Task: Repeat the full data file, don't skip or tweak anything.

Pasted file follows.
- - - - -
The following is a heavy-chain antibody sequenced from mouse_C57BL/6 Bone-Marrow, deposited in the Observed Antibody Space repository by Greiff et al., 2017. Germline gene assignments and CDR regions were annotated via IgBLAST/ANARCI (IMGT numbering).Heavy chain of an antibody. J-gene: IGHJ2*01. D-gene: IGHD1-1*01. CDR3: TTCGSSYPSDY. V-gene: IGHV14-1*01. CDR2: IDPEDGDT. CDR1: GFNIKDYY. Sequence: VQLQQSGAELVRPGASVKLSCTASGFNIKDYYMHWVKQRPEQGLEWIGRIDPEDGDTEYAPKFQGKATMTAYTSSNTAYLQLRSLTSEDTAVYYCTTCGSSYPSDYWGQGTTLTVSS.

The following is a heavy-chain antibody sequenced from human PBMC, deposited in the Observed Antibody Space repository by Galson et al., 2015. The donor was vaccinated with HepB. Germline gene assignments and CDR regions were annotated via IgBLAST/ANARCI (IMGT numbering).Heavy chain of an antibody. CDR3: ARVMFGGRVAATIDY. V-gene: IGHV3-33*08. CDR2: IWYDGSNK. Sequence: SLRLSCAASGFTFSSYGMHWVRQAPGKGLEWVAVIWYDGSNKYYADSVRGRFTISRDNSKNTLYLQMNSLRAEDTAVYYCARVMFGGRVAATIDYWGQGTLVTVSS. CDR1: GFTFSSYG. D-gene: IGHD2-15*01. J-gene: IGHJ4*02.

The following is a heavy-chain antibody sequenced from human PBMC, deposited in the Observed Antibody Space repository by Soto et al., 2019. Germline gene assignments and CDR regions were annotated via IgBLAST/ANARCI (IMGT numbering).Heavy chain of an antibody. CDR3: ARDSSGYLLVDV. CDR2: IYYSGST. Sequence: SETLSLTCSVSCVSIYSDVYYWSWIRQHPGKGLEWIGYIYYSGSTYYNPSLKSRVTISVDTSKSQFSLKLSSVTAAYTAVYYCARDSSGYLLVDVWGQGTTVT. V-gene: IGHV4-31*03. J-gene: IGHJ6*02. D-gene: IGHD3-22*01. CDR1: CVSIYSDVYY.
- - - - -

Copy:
The following is a heavy-chain antibody sequenced from mouse_C57BL/6 Bone-Marrow, deposited in the Observed Antibody Space repository by Greiff et al., 2017. Germline gene assignments and CDR regions were annotated via IgBLAST/ANARCI (IMGT numbering).Heavy chain of an antibody. J-gene: IGHJ2*01. D-gene: IGHD1-1*01. CDR3: TTCGSSYPSDY. V-gene: IGHV14-1*01. CDR2: IDPEDGDT. CDR1: GFNIKDYY. Sequence: VQLQQSGAELVRPGASVKLSCTASGFNIKDYYMHWVKQRPEQGLEWIGRIDPEDGDTEYAPKFQGKATMTAYTSSNTAYLQLRSLTSEDTAVYYCTTCGSSYPSDYWGQGTTLTVSS.

The following is a heavy-chain antibody sequenced from human PBMC, deposited in the Observed Antibody Space repository by Galson et al., 2015. The donor was vaccinated with HepB. Germline gene assignments and CDR regions were annotated via IgBLAST/ANARCI (IMGT numbering).Heavy chain of an antibody. CDR3: ARVMFGGRVAATIDY. V-gene: IGHV3-33*08. CDR2: IWYDGSNK. Sequence: SLRLSCAASGFTFSSYGMHWVRQAPGKGLEWVAVIWYDGSNKYYADSVRGRFTISRDNSKNTLYLQMNSLRAEDTAVYYCARVMFGGRVAATIDYWGQGTLVTVSS. CDR1: GFTFSSYG. D-gene: IGHD2-15*01. J-gene: IGHJ4*02.

The following is a heavy-chain antibody sequenced from human PBMC, deposited in the Observed Antibody Space repository by Soto et al., 2019. Germline gene assignments and CDR regions were annotated via IgBLAST/ANARCI (IMGT numbering).Heavy chain of an antibody. CDR3: ARDSSGYLLVDV. CDR2: IYYSGST. Sequence: SETLSLTCSVSCVSIYSDVYYWSWIRQHPGKGLEWIGYIYYSGSTYYNPSLKSRVTISVDTSKSQFSLKLSSVTAAYTAVYYCARDSSGYLLVDVWGQGTTVT. V-gene: IGHV4-31*03. J-gene: IGHJ6*02. D-gene: IGHD3-22*01. CDR1: CVSIYSDVYY.